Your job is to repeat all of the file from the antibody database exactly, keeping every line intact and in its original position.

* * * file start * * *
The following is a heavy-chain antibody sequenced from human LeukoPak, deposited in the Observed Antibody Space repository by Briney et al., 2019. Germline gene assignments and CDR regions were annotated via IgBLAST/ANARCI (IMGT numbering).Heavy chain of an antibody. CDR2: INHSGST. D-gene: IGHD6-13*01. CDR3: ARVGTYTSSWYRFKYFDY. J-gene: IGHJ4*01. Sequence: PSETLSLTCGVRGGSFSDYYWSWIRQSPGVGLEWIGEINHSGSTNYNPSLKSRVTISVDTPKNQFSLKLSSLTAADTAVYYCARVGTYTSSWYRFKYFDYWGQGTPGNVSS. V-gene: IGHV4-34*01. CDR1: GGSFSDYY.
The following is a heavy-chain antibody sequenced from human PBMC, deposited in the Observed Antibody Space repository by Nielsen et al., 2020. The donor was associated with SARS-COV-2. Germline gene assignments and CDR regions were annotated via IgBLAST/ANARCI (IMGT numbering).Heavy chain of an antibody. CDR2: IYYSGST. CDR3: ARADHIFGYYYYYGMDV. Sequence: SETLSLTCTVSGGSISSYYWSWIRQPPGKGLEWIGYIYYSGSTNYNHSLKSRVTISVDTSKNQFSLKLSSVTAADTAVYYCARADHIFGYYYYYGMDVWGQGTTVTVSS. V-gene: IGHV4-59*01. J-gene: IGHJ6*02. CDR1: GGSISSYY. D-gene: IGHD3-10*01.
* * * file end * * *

The following is a heavy-chain antibody sequenced from human LeukoPak, deposited in the Observed Antibody Space repository by Briney et al., 2019. Germline gene assignments and CDR regions were annotated via IgBLAST/ANARCI (IMGT numbering).Heavy chain of an antibody. CDR2: INHSGST. D-gene: IGHD6-13*01. CDR3: ARVGTYTSSWYRFKYFDY. J-gene: IGHJ4*01. Sequence: PSETLSLTCGVRGGSFSDYYWSWIRQSPGVGLEWIGEINHSGSTNYNPSLKSRVTISVDTPKNQFSLKLSSLTAADTAVYYCARVGTYTSSWYRFKYFDYWGQGTPGNVSS. V-gene: IGHV4-34*01. CDR1: GGSFSDYY.
The following is a heavy-chain antibody sequenced from human PBMC, deposited in the Observed Antibody Space repository by Nielsen et al., 2020. The donor was associated with SARS-COV-2. Germline gene assignments and CDR regions were annotated via IgBLAST/ANARCI (IMGT numbering).Heavy chain of an antibody. CDR2: IYYSGST. CDR3: ARADHIFGYYYYYGMDV. Sequence: SETLSLTCTVSGGSISSYYWSWIRQPPGKGLEWIGYIYYSGSTNYNHSLKSRVTISVDTSKNQFSLKLSSVTAADTAVYYCARADHIFGYYYYYGMDVWGQGTTVTVSS. V-gene: IGHV4-59*01. J-gene: IGHJ6*02. CDR1: GGSISSYY. D-gene: IGHD3-10*01.